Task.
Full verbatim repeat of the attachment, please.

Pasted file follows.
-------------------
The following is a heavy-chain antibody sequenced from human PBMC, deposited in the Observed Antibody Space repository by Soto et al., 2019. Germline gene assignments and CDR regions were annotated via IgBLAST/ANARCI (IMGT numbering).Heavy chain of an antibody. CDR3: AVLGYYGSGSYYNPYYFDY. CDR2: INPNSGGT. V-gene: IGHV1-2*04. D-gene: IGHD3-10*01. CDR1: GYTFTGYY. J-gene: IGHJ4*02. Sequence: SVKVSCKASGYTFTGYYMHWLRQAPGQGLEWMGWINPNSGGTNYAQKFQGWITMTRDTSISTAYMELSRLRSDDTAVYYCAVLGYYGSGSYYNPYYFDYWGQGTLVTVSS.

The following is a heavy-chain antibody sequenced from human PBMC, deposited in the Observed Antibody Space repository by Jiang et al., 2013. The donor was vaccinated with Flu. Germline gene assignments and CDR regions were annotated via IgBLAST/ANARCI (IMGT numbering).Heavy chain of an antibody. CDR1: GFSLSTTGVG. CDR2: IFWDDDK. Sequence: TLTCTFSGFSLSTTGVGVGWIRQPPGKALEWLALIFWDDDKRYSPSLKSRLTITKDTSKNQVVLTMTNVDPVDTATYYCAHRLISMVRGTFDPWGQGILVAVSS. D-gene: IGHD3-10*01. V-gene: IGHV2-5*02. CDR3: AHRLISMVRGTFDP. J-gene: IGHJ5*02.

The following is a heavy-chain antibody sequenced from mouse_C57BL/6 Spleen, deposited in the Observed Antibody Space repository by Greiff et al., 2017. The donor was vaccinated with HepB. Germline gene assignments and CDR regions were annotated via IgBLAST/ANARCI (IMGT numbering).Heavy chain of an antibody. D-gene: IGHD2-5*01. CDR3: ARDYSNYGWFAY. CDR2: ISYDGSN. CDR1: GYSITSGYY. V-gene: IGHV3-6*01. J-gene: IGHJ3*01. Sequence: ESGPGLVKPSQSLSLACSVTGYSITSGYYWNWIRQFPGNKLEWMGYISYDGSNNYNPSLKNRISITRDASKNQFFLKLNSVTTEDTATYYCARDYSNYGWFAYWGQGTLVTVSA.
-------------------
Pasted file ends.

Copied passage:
The following is a heavy-chain antibody sequenced from human PBMC, deposited in the Observed Antibody Space repository by Soto et al., 2019. Germline gene assignments and CDR regions were annotated via IgBLAST/ANARCI (IMGT numbering).Heavy chain of an antibody. CDR3: AVLGYYGSGSYYNPYYFDY. CDR2: INPNSGGT. V-gene: IGHV1-2*04. D-gene: IGHD3-10*01. CDR1: GYTFTGYY. J-gene: IGHJ4*02. Sequence: SVKVSCKASGYTFTGYYMHWLRQAPGQGLEWMGWINPNSGGTNYAQKFQGWITMTRDTSISTAYMELSRLRSDDTAVYYCAVLGYYGSGSYYNPYYFDYWGQGTLVTVSS.

The following is a heavy-chain antibody sequenced from human PBMC, deposited in the Observed Antibody Space repository by Jiang et al., 2013. The donor was vaccinated with Flu. Germline gene assignments and CDR regions were annotated via IgBLAST/ANARCI (IMGT numbering).Heavy chain of an antibody. CDR1: GFSLSTTGVG. CDR2: IFWDDDK. Sequence: TLTCTFSGFSLSTTGVGVGWIRQPPGKALEWLALIFWDDDKRYSPSLKSRLTITKDTSKNQVVLTMTNVDPVDTATYYCAHRLISMVRGTFDPWGQGILVAVSS. D-gene: IGHD3-10*01. V-gene: IGHV2-5*02. CDR3: AHRLISMVRGTFDP. J-gene: IGHJ5*02.

The following is a heavy-chain antibody sequenced from mouse_C57BL/6 Spleen, deposited in the Observed Antibody Space repository by Greiff et al., 2017. The donor was vaccinated with HepB. Germline gene assignments and CDR regions were annotated via IgBLAST/ANARCI (IMGT numbering).Heavy chain of an antibody. D-gene: IGHD2-5*01. CDR3: ARDYSNYGWFAY. CDR2: ISYDGSN. CDR1: GYSITSGYY. V-gene: IGHV3-6*01. J-gene: IGHJ3*01. Sequence: ESGPGLVKPSQSLSLACSVTGYSITSGYYWNWIRQFPGNKLEWMGYISYDGSNNYNPSLKNRISITRDASKNQFFLKLNSVTTEDTATYYCARDYSNYGWFAYWGQGTLVTVSA.